What Kyle Hendricks’ injury timeline means for Cubs’ Justin Steele, Keegan Thompson
Cubs lefty Justin Steele allowed three earned runs in six innings Wednesday against the Orioles.
Cubs left-hander Justin Steele began strolling off the field before the fly ball to left field came down for the final out of the third inning. Nothing about his demeanor suggested the inning had been a turning point in his start.
Steele, who was challenged early in the season by pitching coach Tommy Hottovy to retire as many batters as he could in three pitches or fewer, had come to expect quick innings from himself.
In the Cubs’ 7-1 loss Wednesday to the Orioles — his first game back from the paternity list — Steele took a couple of innings to, as he put it, shake off the rust. When he did, however, he retired 11 batters in a row.
‘‘The evolution [over the past year] is, ‘I found my strengths and been able to home in on that,’ and not searching for changeups and sinkers and both sides of the plate,’’ manager David Ross said before the game. ‘‘He’s gotten to his strength and just hammered that and had a lot of success.’’
Steele and right-hander Keegan Thompson have shouldered extra responsibility in the last month because the Cubs’ rotation has been hit hard by injuries. Right-hander Marcus Stroman’s and left-hander Drew Smyly’s returns from the injured list in the last week only partially have lightened the load the young starters continue to carry.
Right-hander Kyle Hendricks (strained right shoulder) won’t be back from the 15-day IL soon. Ross said Wednesday he doesn’t expect Hendricks even to start playing catch for at least two to three weeks.
Ross didn’t provide a timeline beyond that. But considering the time it would take for Hendricks to build up and likely go on a rehab assignment, even a middle- to late-August return might be optimistic.
Similarly, left-hander Wade Miley (strained left shoulder) isn’t exactly speeding toward a comeback. He told the Sun-Times he had a cortisone shot in recent weeks, which has seemed to help, but he is still on the flat-ground portion of his throwing program.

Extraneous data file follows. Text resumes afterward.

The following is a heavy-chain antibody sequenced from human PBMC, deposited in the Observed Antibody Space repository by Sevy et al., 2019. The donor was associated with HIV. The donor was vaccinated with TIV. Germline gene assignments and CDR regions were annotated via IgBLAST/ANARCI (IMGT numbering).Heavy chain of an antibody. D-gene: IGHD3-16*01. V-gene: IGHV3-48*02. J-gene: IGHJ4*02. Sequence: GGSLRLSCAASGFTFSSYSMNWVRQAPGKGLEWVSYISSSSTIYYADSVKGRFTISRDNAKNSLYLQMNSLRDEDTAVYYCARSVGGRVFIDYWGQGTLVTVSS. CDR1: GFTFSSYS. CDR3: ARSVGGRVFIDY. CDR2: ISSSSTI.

While their rotation mates have been battling injuries, Steele and Thompson have gone from being the young arms in the rotation to developing into tone-setters.
Steele claimed a rotation spot out of spring training, but Thompson was thriving in a multi-inning relief role to start the season. Ross mused this week about whether Thompson would be starting now if the Cubs’ rotation hadn’t endured so many injuries.
‘‘There’s different stories along the way that are really positive,’’ Ross said, ‘‘that have come from some of the stuff that the veteran guys being out has shown us.’’
Thompson, who is scheduled to start the series opener Thursday against the Mets, has posted a 1.93 ERA in his last five starts.
‘‘Keegan’s earned his right to be in the rotation,’’ Ross said, regardless of the health of the rest of the Cubs’ starters.
Steele has gone through a similar stretch of success. Since the start of June, he has made three starts of at least 6⅔ innings, limiting his opponents to one earned run in each.
‘‘Ever since that conversation,’’ Steele said of Hottovy’s challenge, ‘‘I’ve definitely made it a key point.’’
Though he allowed four runs (three earned) in the first two innings against the Orioles, his ability to recover, regain his efficiency and get through six innings was a boost to the bullpen. Entering the day, Cubs relievers led the National League in innings pitched with 372, and their recent workload seems to have taken a toll on them.
Steele’s pitch count was near 70 after four innings, but he needed only nine pitches in the fifth and seven in the sixth.